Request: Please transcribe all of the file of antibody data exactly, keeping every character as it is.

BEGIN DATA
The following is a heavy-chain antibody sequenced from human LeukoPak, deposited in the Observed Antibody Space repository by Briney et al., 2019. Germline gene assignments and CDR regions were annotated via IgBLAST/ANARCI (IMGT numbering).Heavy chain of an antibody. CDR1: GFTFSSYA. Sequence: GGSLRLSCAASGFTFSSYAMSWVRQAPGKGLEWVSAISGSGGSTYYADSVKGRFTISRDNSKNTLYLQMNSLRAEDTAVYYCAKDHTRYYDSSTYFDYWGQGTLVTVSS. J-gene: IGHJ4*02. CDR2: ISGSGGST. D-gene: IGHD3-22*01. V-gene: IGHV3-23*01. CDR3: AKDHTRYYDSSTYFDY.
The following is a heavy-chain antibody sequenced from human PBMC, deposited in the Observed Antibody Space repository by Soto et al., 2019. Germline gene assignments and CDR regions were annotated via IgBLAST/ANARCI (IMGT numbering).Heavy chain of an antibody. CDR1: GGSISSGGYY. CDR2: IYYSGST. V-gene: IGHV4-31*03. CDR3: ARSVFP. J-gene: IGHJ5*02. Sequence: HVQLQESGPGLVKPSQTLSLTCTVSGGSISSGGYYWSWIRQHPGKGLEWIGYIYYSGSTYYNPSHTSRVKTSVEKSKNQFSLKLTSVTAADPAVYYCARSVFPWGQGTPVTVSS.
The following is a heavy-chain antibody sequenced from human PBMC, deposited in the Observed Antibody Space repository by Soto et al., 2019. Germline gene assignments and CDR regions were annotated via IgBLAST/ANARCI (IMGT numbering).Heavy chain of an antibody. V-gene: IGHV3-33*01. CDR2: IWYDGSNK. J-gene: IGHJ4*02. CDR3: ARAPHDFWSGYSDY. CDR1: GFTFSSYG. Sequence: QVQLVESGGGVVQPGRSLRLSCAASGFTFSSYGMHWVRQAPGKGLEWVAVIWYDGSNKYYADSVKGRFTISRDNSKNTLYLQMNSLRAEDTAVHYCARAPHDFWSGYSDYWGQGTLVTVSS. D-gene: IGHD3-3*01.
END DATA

The following is a heavy-chain antibody sequenced from human LeukoPak, deposited in the Observed Antibody Space repository by Briney et al., 2019. Germline gene assignments and CDR regions were annotated via IgBLAST/ANARCI (IMGT numbering).Heavy chain of an antibody. CDR1: GFTFSSYA. Sequence: GGSLRLSCAASGFTFSSYAMSWVRQAPGKGLEWVSAISGSGGSTYYADSVKGRFTISRDNSKNTLYLQMNSLRAEDTAVYYCAKDHTRYYDSSTYFDYWGQGTLVTVSS. J-gene: IGHJ4*02. CDR2: ISGSGGST. D-gene: IGHD3-22*01. V-gene: IGHV3-23*01. CDR3: AKDHTRYYDSSTYFDY.
The following is a heavy-chain antibody sequenced from human PBMC, deposited in the Observed Antibody Space repository by Soto et al., 2019. Germline gene assignments and CDR regions were annotated via IgBLAST/ANARCI (IMGT numbering).Heavy chain of an antibody. CDR1: GGSISSGGYY. CDR2: IYYSGST. V-gene: IGHV4-31*03. CDR3: ARSVFP. J-gene: IGHJ5*02. Sequence: HVQLQESGPGLVKPSQTLSLTCTVSGGSISSGGYYWSWIRQHPGKGLEWIGYIYYSGSTYYNPSHTSRVKTSVEKSKNQFSLKLTSVTAADPAVYYCARSVFPWGQGTPVTVSS.
The following is a heavy-chain antibody sequenced from human PBMC, deposited in the Observed Antibody Space repository by Soto et al., 2019. Germline gene assignments and CDR regions were annotated via IgBLAST/ANARCI (IMGT numbering).Heavy chain of an antibody. V-gene: IGHV3-33*01. CDR2: IWYDGSNK. J-gene: IGHJ4*02. CDR3: ARAPHDFWSGYSDY. CDR1: GFTFSSYG. Sequence: QVQLVESGGGVVQPGRSLRLSCAASGFTFSSYGMHWVRQAPGKGLEWVAVIWYDGSNKYYADSVKGRFTISRDNSKNTLYLQMNSLRAEDTAVHYCARAPHDFWSGYSDYWGQGTLVTVSS. D-gene: IGHD3-3*01.